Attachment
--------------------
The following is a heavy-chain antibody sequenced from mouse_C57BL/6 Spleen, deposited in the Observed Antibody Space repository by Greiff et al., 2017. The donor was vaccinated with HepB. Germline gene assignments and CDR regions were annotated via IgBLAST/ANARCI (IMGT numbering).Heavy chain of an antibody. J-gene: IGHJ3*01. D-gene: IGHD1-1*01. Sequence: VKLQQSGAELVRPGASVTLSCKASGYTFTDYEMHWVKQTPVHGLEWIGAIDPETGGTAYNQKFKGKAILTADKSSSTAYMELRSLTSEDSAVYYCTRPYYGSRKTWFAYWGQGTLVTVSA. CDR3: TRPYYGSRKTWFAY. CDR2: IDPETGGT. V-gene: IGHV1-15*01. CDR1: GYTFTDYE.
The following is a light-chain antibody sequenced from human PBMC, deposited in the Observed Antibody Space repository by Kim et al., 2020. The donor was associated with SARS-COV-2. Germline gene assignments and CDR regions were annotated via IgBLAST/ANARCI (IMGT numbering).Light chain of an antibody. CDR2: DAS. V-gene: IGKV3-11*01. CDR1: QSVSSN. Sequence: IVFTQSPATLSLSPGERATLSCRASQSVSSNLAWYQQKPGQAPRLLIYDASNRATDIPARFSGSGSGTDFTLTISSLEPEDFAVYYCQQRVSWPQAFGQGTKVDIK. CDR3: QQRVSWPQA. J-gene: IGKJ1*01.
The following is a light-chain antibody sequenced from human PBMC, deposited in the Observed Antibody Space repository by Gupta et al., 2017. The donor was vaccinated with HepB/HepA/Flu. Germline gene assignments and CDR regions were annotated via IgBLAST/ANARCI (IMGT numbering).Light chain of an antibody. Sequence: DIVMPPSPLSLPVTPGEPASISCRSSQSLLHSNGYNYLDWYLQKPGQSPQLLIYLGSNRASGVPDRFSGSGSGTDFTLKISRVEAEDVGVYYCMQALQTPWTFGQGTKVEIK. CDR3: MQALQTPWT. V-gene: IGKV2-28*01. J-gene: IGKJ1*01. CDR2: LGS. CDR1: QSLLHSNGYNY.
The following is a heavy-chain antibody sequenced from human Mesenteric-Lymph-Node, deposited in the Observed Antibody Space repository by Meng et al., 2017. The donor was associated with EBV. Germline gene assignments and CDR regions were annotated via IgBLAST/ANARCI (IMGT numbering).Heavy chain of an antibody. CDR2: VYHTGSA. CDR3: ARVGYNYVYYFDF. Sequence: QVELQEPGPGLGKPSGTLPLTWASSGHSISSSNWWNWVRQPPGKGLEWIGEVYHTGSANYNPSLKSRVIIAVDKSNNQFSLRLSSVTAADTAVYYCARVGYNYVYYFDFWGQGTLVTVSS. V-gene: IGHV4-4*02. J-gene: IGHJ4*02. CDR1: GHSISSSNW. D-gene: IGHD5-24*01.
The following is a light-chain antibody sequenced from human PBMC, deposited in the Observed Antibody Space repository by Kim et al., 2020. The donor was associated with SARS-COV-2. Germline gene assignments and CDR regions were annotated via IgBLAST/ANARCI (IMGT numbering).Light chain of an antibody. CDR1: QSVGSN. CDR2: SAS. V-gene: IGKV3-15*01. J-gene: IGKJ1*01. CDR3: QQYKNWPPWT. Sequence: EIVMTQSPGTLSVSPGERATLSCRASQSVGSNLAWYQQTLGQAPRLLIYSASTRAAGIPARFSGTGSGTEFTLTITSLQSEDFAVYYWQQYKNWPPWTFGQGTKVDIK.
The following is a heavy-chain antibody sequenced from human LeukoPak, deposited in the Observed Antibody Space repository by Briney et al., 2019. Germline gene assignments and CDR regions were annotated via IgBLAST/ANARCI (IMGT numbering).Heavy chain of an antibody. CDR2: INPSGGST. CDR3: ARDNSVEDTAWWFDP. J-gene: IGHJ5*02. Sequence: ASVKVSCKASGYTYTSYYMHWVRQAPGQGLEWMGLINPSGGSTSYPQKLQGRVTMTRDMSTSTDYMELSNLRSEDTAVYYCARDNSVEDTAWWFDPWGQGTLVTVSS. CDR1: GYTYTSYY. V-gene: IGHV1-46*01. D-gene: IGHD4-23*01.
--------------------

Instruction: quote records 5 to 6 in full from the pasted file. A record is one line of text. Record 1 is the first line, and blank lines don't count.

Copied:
The following is a light-chain antibody sequenced from human PBMC, deposited in the Observed Antibody Space repository by Kim et al., 2020. The donor was associated with SARS-COV-2. Germline gene assignments and CDR regions were annotated via IgBLAST/ANARCI (IMGT numbering).Light chain of an antibody. CDR1: QSVGSN. CDR2: SAS. V-gene: IGKV3-15*01. J-gene: IGKJ1*01. CDR3: QQYKNWPPWT. Sequence: EIVMTQSPGTLSVSPGERATLSCRASQSVGSNLAWYQQTLGQAPRLLIYSASTRAAGIPARFSGTGSGTEFTLTITSLQSEDFAVYYWQQYKNWPPWTFGQGTKVDIK.
The following is a heavy-chain antibody sequenced from human LeukoPak, deposited in the Observed Antibody Space repository by Briney et al., 2019. Germline gene assignments and CDR regions were annotated via IgBLAST/ANARCI (IMGT numbering).Heavy chain of an antibody. CDR2: INPSGGST. CDR3: ARDNSVEDTAWWFDP. J-gene: IGHJ5*02. Sequence: ASVKVSCKASGYTYTSYYMHWVRQAPGQGLEWMGLINPSGGSTSYPQKLQGRVTMTRDMSTSTDYMELSNLRSEDTAVYYCARDNSVEDTAWWFDPWGQGTLVTVSS. CDR1: GYTYTSYY. V-gene: IGHV1-46*01. D-gene: IGHD4-23*01.